This photo from NASA's Mars Reconnaissance Orbiter shows part of a region of northern Mars called Arabia Terra. These formations were once thought to be impact craters, but further observation showed that they are calderas — remnants of collapsed volcanoes. Arabia Terra once had thousands of volcanoes capable of “supereruptions” that would have released enough dust and gas to block out sunlight and alter the planet’s climate for decades. It remains unknown how a planet as small as Mars could have had enough molten rock in its mantle to power thousands of super-eruptions in just this one area. Image credit: NASA/JPL-Caltech/University of Arizona.
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VIPER officially has a landing site. On September 20, NASA announced the rover — slated to launch in 2023 — will touch down in the western ridge of an impact crater on the moon’s south pole called Nobile Crater. VIPER (pictured above, credit: NASA) will map out this intensely cold, shadowy region and search for water ice and other resources.
After 90 days aboard China’s new space station, three astronauts are safely back on Earth. On September 17, the Shenzhou-12 crew — Nie Haisheng, Liu Boming and Tang Hongbo — touched down in the Gobi Desert after completing the first crewed mission on the Tianhe core module. A cargo craft has already arrived to prepare for the next group of astronauts onboard Tianhe; that crew is expected to be officially announced soon.
Against all odds, NASA’s Ingenuity is still flying high — but its biggest challenges may lie ahead. In a recent blog, Ingenuity’s Helicopter Chief Pilot Håvard Grip said the ‘copter’s five-flight mission was expected to wrap up shortly after it landed on Mars back in February 2021. Thirteen successful missions later, Ingenuity has far exceeded this goal. However, Grip said that due to seasonal changes on Mars, Ingenuity's next missions will be tougher: the rotorcraft will fly through much lower densities than it was designed to handle.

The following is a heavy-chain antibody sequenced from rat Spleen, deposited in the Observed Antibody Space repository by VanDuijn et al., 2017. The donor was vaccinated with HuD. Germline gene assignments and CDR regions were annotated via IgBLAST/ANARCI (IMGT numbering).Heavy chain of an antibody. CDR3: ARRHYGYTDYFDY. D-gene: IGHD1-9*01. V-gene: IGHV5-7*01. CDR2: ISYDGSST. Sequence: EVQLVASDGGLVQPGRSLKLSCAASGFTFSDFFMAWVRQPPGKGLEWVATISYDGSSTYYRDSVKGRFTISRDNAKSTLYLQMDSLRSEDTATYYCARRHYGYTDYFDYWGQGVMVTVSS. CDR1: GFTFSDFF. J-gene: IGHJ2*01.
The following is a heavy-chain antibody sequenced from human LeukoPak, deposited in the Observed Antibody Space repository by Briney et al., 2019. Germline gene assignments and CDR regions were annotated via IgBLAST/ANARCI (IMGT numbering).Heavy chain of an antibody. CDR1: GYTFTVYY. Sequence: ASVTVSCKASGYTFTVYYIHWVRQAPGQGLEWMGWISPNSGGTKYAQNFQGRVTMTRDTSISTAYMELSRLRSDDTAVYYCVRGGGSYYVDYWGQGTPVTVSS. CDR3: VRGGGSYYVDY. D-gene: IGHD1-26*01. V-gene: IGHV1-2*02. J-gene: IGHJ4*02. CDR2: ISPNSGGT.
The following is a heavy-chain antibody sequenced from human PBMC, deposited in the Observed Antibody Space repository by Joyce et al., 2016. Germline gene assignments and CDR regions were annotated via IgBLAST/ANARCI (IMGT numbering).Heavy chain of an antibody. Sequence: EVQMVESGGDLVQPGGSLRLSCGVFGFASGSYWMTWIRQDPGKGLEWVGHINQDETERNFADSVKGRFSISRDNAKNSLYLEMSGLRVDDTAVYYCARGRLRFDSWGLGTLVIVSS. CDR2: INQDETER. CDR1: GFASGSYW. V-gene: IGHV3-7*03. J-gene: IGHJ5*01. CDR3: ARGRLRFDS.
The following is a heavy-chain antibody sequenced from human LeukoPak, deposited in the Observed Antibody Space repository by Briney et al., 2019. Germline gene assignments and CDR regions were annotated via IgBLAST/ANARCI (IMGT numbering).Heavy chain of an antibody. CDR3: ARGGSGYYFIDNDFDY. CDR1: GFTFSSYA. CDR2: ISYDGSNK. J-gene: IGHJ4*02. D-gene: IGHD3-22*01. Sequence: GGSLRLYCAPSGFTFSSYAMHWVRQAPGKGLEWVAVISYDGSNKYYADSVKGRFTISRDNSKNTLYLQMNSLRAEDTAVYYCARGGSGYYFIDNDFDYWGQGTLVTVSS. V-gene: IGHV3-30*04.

From The Planetary Society
The International Space Station has been continuously occupied since November 2000. To date, 244 people have spent time living and working there. “The Wonderful” is a new documentary all about these people, from the crew who assembled the space station to its most recent inhabitants. Director and astronaut Cady Coleman joins this week’s Planetary Radio to share stories from the documentary and reflect on what it means to live off-planet.
Celebrate the best of Planetary Radio! Sept. 30 is International Podcast Day, and we’re proud to celebrate our weekly podcast and radio show, Planetary Radio, which has been on the air for 19 years. If you still haven’t caught the PlanRad bug or are a new listener, check out our list of 10 must-listen episodes. Thank you everyone who supports the show — we hope you enjoy listening as much as we enjoy making it.
After sunset, look for Venus to the west with Mercury closer to the horizon. In the east, Jupiter shines brightly with Saturn to its upper-right. Learn more at planetary.org/night-sky.
Cement your love of space
There’s no better way to make a permanent declaration of your love of space than to buy a custom brick at The Planetary Society’s headquarters. Our Buy a Brick program is a great opportunity to honor a family member or loved one, pay tribute to a favorite mentor, or say whatever you want about your passion for space science and exploration.
Wow of the Week
The cratered surface of Mars gets downright psychedelic in this mosaic made from images taken at infrared wavelengths in daytime and nighttime by the Thermal Emission Imaging System instrument on NASA's Mars Odyssey orbiter. It shows several large craters, including Sharonov crater (the largest crater visible on the left), which is 100 kilometers (62 miles) wide. Image credit: NASA/JPL-Caltech/University of Arizona.
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